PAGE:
Third, he said the United States needs to reinvigorate its biofuels industry. To a degree, this is already happening. Archer Daniels Midland now has a 50-million-gallon facility in production, and a few months ago, VeraSun announced plans to begin building a 30-million-gallon biodiesel facility. With the advent of tougher EPA regulations requiring cleaner-burning diesel -- which biodiesel meets -- the demand for biofuels could grow stronger in the near future. And both companies, by positioning themselves at the forefront of this biofuels "reinvigoration," could profit nicely from its expansion.
Ethanol production is also expanding rapidly, with Andersons, Aventine Renewable Energy Holdings, US BioEnergy, and Pacific Ethanol all bringing large-scale facilities online recently.
Finally, Doerr said there needs to be more investment in technologies that can remove existing carbon dioxide from the atmosphere. I'm not aware of any companies that do this now, but I know that Headwaters is actively working to develop unique nanoparticle catalysts that might soon help in this quest, and it is also possible that BP's new partnership with Synthetic Genomics -- which was started by Craig Venter, the founder of Celera -- could produce some interesting advances in this area.
There will be no shortage of other companies working on such technologies, but I encourage investors to keep an eye on the big boys such as DuPont. Cleaning up vast amounts of carbon dioxide is a big problem, and it could well take a big company to deliver the resources necessary to make a dent.
Investors looking for a more diversified approach to investing in renewable energy might want to consider the PowerShares WilderHill Clean Energy (PBW) exchange-traded fund. Alternatively, investors with a more conservative approach might want to look at companies such as General Electric and PG&E. The two can't be considered pure cleantech plays, but the former has a sizable position in wind power, and the latter generates 12% of its electricity from renewable energy sources.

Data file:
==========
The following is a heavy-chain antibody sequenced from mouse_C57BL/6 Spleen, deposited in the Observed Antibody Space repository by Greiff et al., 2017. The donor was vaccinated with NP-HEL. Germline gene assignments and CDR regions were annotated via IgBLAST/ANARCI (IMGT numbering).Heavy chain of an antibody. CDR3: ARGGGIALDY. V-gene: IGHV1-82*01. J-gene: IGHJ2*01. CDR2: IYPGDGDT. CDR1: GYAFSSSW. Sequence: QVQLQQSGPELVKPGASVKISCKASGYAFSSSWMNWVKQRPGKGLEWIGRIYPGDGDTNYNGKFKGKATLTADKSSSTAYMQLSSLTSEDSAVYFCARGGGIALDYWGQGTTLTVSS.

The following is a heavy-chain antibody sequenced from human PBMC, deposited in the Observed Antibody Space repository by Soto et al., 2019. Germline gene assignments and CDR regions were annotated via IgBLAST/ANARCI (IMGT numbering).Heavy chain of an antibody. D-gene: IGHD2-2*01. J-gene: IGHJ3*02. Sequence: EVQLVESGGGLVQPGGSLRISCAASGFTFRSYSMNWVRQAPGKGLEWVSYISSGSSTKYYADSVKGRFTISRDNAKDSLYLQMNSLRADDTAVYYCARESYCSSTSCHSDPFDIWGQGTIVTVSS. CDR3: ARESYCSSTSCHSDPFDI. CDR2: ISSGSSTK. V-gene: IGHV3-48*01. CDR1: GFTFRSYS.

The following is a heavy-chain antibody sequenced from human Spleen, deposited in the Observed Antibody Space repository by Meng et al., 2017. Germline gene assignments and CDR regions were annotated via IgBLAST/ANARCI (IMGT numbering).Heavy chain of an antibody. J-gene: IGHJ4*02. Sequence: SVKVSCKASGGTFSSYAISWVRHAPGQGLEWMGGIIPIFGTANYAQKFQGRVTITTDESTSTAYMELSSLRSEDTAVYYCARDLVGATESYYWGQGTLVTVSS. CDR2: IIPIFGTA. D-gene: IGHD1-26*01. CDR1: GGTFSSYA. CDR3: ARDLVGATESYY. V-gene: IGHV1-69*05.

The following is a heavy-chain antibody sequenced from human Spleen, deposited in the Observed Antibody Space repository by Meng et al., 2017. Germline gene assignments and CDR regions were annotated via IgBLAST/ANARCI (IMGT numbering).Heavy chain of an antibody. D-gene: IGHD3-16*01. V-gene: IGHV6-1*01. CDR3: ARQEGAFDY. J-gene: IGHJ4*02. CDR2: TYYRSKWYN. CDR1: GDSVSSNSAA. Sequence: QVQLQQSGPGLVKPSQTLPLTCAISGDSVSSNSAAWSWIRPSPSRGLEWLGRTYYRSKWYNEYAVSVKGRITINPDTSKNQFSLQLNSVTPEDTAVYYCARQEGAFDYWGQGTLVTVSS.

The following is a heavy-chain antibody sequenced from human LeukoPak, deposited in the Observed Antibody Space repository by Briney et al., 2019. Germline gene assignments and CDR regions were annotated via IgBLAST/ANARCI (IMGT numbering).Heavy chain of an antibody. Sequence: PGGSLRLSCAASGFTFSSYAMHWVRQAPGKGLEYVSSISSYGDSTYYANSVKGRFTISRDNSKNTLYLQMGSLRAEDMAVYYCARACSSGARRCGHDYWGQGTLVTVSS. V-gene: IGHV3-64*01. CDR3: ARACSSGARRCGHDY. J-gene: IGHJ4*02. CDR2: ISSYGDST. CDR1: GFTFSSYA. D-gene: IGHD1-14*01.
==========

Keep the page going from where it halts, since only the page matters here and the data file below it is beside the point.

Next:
The bottom line is that like Doerr, our Motley Fool Rule Breakers team believes cleantech will be huge. And while there will be many technologies and companies taking part in the solution, Fools should be strategic about how they want to approach the opportunity. After all, just because the opportunity is big doesn't mean everyone's profits will be, too.
If you'd like to take a look at our ongoing cleantech research at Rule Breakers and read up on the companies recommended to date, you can do so free for 30 days. Click here for more information. There is no obligation to subscribe.
This article was originally published on Nov. 17, 2006. It has been updated.
Fool contributor Jack Uldrich still puts his pants on one leg at a time, but they're nanomaterial pants that easily repel liquids and prevent staining. He owns shares of GE, Suntech Power, and Headwaters. Symantec is an Inside Value recommendation, Amazon.com is a Stock Advisor pick, and Duke Energy is an Income Investor choice. Headwaters, Suntech Power, and PowerShares WilderHill Clean Energy are Rule Breakers selections. The Fool has a strict disclosure policy.